The Trojans and Greeks are two 600 million kilometer-long arcs of scattered, icy-rock asteroids sharing the orbit of Jupiter. They orbit in the stable L4 and L5 points sixty degrees ahead of and behind the giant planet. Mars and Neptune also have Trojan asteroids, but when someone speaks of “the Trojans” they’re normally talking about the Jovian groups. In the early days, L4 asteroids (ahead of Jupiter) were named after Greek heroes of Homer’s Iliad; L5 asteroids (trailing Jupiter) were named after heroes of Troy. Asteroids discovered more recently break the old convention, as there are far more objects in the Trojans than there were characters in the Iliad.
Politically, the Trojans and Greeks may be thought of as a collection of sometimes overlapping neighborhoods whose inhabitants tend to group around particular cultures, factions, and sometimes languages. A neighborhood in the Trojans might span anywhere from 250,000 to 2 million kilometers at its widest point. Within neighborhoods, almost everyone knows one other. Because of the wide dispersion of resources, Trojan habitats tend to be small—from one to two thousand people—and built largely along scum barge or cluster lines (although it is never advisable to refer to someone’s habitat as a scum barge unless they refer to it that way first).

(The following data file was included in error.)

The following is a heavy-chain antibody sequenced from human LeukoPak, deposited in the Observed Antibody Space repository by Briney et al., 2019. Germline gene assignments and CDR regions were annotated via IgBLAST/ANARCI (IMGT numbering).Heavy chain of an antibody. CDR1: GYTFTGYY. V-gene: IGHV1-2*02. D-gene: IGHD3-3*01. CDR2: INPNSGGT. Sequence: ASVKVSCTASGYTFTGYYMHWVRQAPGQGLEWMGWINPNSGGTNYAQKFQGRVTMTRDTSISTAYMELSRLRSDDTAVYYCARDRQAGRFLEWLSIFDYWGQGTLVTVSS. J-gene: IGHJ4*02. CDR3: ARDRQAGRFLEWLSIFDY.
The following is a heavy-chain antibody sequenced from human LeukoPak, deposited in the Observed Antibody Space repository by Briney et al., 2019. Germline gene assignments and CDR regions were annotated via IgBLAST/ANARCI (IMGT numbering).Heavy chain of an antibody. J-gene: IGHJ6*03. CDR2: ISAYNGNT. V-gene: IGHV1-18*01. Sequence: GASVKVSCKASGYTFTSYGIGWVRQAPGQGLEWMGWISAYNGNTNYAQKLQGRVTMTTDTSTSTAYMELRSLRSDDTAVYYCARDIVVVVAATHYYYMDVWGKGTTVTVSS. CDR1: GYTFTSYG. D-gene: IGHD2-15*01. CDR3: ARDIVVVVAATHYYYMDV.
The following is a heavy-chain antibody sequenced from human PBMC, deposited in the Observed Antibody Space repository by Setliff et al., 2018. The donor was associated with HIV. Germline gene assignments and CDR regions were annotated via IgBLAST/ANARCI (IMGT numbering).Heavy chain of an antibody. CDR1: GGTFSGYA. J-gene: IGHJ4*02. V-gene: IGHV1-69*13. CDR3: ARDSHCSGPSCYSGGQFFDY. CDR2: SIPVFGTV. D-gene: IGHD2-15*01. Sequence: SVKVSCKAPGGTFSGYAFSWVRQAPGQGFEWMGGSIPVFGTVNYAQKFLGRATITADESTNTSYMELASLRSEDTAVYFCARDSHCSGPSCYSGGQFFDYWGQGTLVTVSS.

Resources and Economics
Although the sheer size of the two regions means a lot of cultural diversity, anarcho-collectivism is a powerful meme here and the reputation economy is prevalent. On one hand, neighborhoods, habitats, and even individuals are expected to be self-suf cient. Unlike the denser Main Belt, the Trojans lack the safety net provided by pervasive transhuman presence. The ideal Trojan or Greek is a Neo-Renaissance being, incredibly competent in a wide variety of fields. A person who can’t maneuver in zero g; maintain their gear, ship, and hab; and navigate between rocks and habitats can have a tough time surviving. At the same time, a spirit of cooperation prevails. Bartering services or even gifting them to gain reputation is common. Everyone appreciates a specialist, as long as they’re not specialized at the expense of baseline self-sufficiency.
Prospecting and salvage are major activities in the Trojans, where metals and rare elements are scarce and settlers don’t usually have the economic muscle to import raw materials from elsewhere. However, the Trojans are rich in silicates, volatiles, and carbonaceous materials. Necessity has led to many innova- tions in materials science. Beyond the simple problem of raw materials, the widely scattered habitats of the Trojans have to be wildly inventive on many levels to retain their independence. New robot, morph, and vehicle designs appear all the time, enabling an unusual array of business and leisure activities, like whaling (organizing a flash flotilla to rapidly mine asteroids and comets with erratic orbits as they pass near the Trojans), mekking (simulated—or sometimes real—combat between robotic suits or synthetic morphs on uninhabited asteroids with interesting terrain), and shrining (stealthing up on another habitat and resurfacing it with nanosculpters to create an art object—mostly a scum barge pastime).